Monday, November 16, 2015

The Early Days of Kappas and WPH

Still on it after all these years:
T.J. atop his pile-driver.

Story and photo by Larry Clinton
Long-time waterfront resident T.J. Nelsen has written a very personal memoir of Sausalito’s Gate 6 community, entitled “Houseboats, Drugs, Government and the 4th Estate.”

Nelsen discovered the Sausalito waterfront in the early 60s, and soon moved to Don Arques’ property at Waldo Point, where he worked at various odd jobs. In 1969 he became harbormaster, and with his pile driver, was instrumental in building the docks most of us live on today.

The book recounts Nelsen’s observances of the 70s Houseboat Wars from the Waldo Point management’s point of view. It also contains some wonderful historic vignettes, such as his recollection of two of the founders of the Gate 6 community: Arques and George Kappas.

By 1969, T.J. writes, “no one was in charge or responsible for the property as a whole and what went on was as close to anarchy as anything I’ve ever seen.” When T.J. complained and made several suggestions for improving the situation, Arques replied, “You do it” and wound up giving him authority over the property, including the right to collect and disperse rents.

He writes:

At the same time Arques was telling me to “kick the bums out,” he would hold court with
some of the same people and tell them what they wanted to hear: Why should they pay rent anyway when they were just going to be frozen out? He once did it while I was in his office waiting to talk to him, maybe forgetting I was there. He loved to stir up a fight. He also often told me what I wanted to hear, the difference being I got signatures and/or checks from him, sometimes after many tries and many delays.

The worst delay was in getting his signature on an agreement to pay for his share of the required improvements to Gate 6 Road that serves the Arques, Tellis, and Kappas houseboat properties.

If anyone is due credit or blame for the existence of the present Richardson Bay Waldo Point houseboat communities, it is George Kappas. If George, an immigrant from Greece, hadn't filled what is now Gate 6 Road so he could get to and use the property he was paying taxes on, as well as filling the adjacent parking area for East and West Piers, neither Kappas East and West Piers, Tellis’ Yellow Ferry Harbor, Kappas Yacht Harbor, nor A-Dock and Issaquah Docks in the Waldo Point Harbor would exist today; there would be no access and no space for parking. The availability of parking being the final requirement for approval of any project or use on real property in our modem society.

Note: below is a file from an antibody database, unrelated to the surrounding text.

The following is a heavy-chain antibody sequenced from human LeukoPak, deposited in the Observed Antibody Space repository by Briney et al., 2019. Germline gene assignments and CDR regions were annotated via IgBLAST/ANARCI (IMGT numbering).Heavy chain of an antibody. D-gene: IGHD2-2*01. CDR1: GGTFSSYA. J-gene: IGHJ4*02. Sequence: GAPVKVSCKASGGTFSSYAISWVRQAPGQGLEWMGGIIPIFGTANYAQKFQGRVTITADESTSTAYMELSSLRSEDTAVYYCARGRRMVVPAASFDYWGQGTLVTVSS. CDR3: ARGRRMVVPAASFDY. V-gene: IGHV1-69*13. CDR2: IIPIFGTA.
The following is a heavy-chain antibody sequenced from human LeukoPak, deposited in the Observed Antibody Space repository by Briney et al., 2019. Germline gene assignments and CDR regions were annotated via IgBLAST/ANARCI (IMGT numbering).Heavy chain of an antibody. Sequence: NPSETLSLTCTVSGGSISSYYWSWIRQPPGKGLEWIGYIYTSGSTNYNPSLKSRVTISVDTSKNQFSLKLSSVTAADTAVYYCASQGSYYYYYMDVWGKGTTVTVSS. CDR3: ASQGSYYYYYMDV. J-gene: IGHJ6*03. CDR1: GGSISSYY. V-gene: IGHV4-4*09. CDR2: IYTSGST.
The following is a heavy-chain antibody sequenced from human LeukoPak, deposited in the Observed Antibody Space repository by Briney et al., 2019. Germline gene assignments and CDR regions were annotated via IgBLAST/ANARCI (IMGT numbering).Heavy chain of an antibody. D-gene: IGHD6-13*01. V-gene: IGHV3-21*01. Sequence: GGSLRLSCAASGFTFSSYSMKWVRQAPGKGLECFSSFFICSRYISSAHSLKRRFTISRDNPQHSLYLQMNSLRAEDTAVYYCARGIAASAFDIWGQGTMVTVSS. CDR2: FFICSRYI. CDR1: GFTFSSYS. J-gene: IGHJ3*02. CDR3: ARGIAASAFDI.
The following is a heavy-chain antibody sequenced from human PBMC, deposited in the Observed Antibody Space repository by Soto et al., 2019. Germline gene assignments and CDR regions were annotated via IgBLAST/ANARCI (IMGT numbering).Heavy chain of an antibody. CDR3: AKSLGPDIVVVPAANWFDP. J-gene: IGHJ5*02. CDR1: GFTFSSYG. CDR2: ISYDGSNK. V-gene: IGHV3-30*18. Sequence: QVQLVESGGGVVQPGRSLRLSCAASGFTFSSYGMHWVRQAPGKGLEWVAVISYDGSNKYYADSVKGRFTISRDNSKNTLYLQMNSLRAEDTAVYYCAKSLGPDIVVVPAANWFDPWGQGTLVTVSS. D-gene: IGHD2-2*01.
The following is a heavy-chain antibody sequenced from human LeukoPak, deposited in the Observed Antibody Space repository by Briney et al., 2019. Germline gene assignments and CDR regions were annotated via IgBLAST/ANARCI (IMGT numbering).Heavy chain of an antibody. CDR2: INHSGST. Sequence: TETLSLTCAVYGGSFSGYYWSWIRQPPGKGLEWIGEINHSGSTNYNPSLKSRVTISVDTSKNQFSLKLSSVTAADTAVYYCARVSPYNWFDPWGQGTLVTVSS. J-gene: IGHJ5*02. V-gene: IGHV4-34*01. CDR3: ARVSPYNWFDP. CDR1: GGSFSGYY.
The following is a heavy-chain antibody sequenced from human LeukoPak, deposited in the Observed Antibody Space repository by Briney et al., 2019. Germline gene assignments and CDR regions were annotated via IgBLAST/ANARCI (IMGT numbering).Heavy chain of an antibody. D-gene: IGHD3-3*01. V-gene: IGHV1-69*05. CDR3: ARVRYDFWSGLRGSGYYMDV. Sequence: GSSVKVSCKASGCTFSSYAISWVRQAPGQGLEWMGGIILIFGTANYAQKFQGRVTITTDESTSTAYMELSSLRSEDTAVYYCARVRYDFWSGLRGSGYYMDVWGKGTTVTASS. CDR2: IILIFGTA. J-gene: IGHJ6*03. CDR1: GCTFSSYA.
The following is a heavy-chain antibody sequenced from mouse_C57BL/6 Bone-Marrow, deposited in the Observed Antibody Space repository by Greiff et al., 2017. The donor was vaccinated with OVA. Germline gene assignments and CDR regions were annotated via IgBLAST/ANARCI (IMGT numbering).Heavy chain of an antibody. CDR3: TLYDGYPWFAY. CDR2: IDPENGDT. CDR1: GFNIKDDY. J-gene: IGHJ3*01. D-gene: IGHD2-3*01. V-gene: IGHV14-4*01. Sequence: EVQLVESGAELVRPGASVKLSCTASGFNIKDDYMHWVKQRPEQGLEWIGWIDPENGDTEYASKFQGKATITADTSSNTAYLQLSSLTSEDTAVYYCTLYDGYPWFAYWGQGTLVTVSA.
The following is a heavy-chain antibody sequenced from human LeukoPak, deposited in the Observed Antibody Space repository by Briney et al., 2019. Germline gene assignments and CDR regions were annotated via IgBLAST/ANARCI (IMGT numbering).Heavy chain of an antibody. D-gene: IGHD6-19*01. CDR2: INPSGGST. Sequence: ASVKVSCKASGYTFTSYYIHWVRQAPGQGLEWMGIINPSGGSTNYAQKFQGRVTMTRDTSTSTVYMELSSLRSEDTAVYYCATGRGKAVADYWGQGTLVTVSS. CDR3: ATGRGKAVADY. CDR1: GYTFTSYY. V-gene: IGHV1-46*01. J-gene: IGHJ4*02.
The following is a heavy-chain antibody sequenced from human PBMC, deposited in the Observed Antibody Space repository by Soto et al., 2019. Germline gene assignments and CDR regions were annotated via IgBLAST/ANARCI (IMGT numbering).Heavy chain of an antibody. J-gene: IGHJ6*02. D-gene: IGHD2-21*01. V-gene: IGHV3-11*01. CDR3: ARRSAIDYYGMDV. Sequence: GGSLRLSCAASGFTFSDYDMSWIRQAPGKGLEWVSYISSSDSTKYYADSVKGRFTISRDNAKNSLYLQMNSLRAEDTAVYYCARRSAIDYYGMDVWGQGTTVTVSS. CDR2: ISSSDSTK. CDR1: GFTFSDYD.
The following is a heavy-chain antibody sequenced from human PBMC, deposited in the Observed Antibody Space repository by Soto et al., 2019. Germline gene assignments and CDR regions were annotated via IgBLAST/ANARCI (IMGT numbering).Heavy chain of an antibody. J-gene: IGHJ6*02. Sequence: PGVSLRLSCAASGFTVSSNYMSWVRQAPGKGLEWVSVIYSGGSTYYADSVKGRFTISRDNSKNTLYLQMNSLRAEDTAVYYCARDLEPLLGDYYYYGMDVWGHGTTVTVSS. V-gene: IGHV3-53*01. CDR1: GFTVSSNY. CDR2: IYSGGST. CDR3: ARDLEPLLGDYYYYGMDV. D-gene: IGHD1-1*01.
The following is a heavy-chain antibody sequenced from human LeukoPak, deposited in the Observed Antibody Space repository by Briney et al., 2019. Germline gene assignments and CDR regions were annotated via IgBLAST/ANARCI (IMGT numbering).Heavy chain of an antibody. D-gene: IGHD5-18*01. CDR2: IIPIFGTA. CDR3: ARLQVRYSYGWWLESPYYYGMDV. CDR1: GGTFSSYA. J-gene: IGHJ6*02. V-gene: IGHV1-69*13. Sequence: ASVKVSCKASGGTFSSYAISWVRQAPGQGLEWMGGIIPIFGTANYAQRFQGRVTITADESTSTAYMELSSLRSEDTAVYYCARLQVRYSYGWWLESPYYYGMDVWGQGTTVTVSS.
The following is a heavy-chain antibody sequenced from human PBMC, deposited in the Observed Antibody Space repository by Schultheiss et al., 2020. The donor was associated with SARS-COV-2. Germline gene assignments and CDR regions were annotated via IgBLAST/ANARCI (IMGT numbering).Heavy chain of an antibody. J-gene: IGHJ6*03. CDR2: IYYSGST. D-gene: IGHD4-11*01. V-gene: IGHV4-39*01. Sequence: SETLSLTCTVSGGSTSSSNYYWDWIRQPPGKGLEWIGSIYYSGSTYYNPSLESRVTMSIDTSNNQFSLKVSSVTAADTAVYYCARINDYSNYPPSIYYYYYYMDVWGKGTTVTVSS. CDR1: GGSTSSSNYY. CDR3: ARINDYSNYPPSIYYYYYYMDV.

In the introduction to his book, T.J. notes: “The information presented here is not the result of research, interviews, or a scholarly analysis of data, and I do not suggest it is balanced, complete, or fair to all those involved. It is simply about what I experienced and the way I saw it.” The book goes on to detail all sides of the free-spirited community: the freedom, the squalor, the creativity, the drugs, the camaraderie and the violence that were all part of day-to-day life in the post-Haight Ashbury/Summer of Love era. T.J casts his critical eye on various sides of the controversy, including the protesters, Marin County bureaucrats, the Bay Conservation and Development Commission, law enforcement, and the media (the Fourth Estate).

“Houseboats, Drugs, Government and the 4th Estate” is a must read for anyone interested in the colorful and controversial history of the early houseboat community. It’s available at the Ice House (780 Bridgeway), Book Depot, Amazon.com and other online booksellers.